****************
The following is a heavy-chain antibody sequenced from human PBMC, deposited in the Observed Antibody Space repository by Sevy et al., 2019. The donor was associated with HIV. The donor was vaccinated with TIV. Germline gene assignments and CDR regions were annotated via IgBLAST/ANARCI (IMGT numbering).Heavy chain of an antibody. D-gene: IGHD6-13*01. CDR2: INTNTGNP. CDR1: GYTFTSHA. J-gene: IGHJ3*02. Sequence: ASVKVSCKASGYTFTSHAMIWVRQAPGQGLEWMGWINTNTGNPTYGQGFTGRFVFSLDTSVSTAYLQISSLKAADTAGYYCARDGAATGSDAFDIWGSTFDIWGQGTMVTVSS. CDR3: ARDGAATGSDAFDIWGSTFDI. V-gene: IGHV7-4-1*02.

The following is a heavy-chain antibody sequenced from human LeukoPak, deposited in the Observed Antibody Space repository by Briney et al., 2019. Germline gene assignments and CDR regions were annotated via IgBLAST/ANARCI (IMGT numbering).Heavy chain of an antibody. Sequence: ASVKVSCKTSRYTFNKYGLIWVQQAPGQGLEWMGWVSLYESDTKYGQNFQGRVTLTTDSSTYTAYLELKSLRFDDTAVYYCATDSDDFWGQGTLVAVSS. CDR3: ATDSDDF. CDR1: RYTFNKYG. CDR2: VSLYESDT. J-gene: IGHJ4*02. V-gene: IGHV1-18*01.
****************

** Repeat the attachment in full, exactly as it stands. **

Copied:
The following is a heavy-chain antibody sequenced from human PBMC, deposited in the Observed Antibody Space repository by Sevy et al., 2019. The donor was associated with HIV. The donor was vaccinated with TIV. Germline gene assignments and CDR regions were annotated via IgBLAST/ANARCI (IMGT numbering).Heavy chain of an antibody. D-gene: IGHD6-13*01. CDR2: INTNTGNP. CDR1: GYTFTSHA. J-gene: IGHJ3*02. Sequence: ASVKVSCKASGYTFTSHAMIWVRQAPGQGLEWMGWINTNTGNPTYGQGFTGRFVFSLDTSVSTAYLQISSLKAADTAGYYCARDGAATGSDAFDIWGSTFDIWGQGTMVTVSS. CDR3: ARDGAATGSDAFDIWGSTFDI. V-gene: IGHV7-4-1*02.

The following is a heavy-chain antibody sequenced from human LeukoPak, deposited in the Observed Antibody Space repository by Briney et al., 2019. Germline gene assignments and CDR regions were annotated via IgBLAST/ANARCI (IMGT numbering).Heavy chain of an antibody. Sequence: ASVKVSCKTSRYTFNKYGLIWVQQAPGQGLEWMGWVSLYESDTKYGQNFQGRVTLTTDSSTYTAYLELKSLRFDDTAVYYCATDSDDFWGQGTLVAVSS. CDR3: ATDSDDF. CDR1: RYTFNKYG. CDR2: VSLYESDT. J-gene: IGHJ4*02. V-gene: IGHV1-18*01.